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Yayoi Kusama (B. 1929)
These lots have been imported from outside the EU … Read more Five Works from an Important Private Asian Collection
Yayoi Kusama (B. 1929)

Nets 41

Details
Yayoi Kusama (B. 1929)
Nets 41
signed, titled and dated 'yayoi Kusama 1997 Nets 41' (on the reverse)
acrylic on canvas
12 ½ x 16 1/8in. (31.8 x 41cm.)
Painted in 1997
Provenance
Jean Art Center, Seoul.
Acquired from the above by the present owner in 2005.
Exhibited
Seoul, Jean Art Center, Yayoi Kusama, 2005 (illustrated in colour, unpaged).
Special notice

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Post lot text
This work is registered under no. 1997 and is accompanied by a registration card issued by the artist’s studio.

Lot Essay

With their mesmerising surface patterns, Infinity Nets and Nets 41 are beautiful examples of the definitive body of work that precipitated Yayoi Kusama’s meteoric rise to critical acclaim. First conceived upon her arrival in New York in the late 1950s, the Infinity Nets series has been a constant throughout her celebrated oeuvre. Though initially conceived as an elegant riposte to the gesturalism that dominated the New York art scene, the cosmic sublimity of these vast compositions positioned Kusama as heir to the all-over abstract practices of Jackson Pollock and Barnett Newman. In the subtle, shifting surfaces of the Infinity Nets, Kusama evokes an unfathomable and transcendent space. The seemingly infinite field of dots constitutes the single most important motif in Kusama’s oeuvre, inspired by the hallucinatory visions that the artist suffered from about the age of ten. She described being struck by haunting visions of vast proliferations of dots, nets and flowers that overwhelmed her entire being. ‘My room, my body, the entire universe was filled with [patterns]’, she recalls; ‘my self was eliminated, and I had returned and been reduced to the infinity of eternal time and the absolute of space. This was not an illusion but reality’ (Y. Kusama, quoted in L. Hoptman and U. Kultermann, Yayoi Kusama, New York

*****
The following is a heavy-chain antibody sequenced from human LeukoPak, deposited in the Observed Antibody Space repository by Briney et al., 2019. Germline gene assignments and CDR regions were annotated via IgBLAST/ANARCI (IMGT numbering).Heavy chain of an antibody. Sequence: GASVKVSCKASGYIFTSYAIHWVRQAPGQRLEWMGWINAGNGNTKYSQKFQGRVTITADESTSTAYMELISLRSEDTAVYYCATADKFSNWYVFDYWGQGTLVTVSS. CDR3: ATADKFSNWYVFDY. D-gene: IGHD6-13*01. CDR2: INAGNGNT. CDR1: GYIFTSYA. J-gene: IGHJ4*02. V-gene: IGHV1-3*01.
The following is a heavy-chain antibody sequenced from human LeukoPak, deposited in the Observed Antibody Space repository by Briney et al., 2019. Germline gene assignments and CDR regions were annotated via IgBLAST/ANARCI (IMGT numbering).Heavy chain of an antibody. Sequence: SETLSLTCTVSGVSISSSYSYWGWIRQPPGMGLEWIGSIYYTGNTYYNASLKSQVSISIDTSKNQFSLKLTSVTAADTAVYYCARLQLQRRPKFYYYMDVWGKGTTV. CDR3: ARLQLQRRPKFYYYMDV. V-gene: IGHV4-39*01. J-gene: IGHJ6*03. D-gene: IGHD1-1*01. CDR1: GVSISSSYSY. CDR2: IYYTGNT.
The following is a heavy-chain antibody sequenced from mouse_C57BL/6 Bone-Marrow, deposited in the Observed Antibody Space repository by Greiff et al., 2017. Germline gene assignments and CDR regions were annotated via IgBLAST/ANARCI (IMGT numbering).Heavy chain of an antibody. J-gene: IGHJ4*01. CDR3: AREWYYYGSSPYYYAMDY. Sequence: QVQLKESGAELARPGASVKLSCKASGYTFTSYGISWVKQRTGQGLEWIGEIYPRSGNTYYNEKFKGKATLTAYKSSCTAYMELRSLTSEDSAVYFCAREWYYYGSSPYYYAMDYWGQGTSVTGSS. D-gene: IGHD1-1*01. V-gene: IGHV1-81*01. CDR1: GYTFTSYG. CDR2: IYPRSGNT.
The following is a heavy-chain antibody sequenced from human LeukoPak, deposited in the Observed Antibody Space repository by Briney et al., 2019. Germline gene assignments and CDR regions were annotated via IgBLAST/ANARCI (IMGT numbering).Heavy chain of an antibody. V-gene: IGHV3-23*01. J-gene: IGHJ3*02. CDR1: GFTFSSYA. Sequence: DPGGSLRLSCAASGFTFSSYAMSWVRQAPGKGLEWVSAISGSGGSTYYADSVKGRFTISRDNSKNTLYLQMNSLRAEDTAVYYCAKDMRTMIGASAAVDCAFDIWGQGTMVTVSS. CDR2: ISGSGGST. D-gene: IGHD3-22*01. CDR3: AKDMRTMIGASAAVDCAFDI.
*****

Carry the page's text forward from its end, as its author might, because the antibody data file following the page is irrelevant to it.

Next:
2000, p. 36). Alternately suggesting the vastness of the cosmos or the infinitesimal forms of cells or atoms, Kusama’s dots are the ultimate ciphers for the incomprehensible dimensions of infinity. First shown alongside the work of artists including Yves Klein, Lucio Fontana, Piero Manzoni and Mark Rothko, Kusama’s Infinity Nets had a profound impact on the international art scene, presaging elements of the Minimalist movement that took hold in the 1960s and 1970s. Today, they stand as the tour de force of her oeuvre and the ultimate embodiment of her unique aesthetic.

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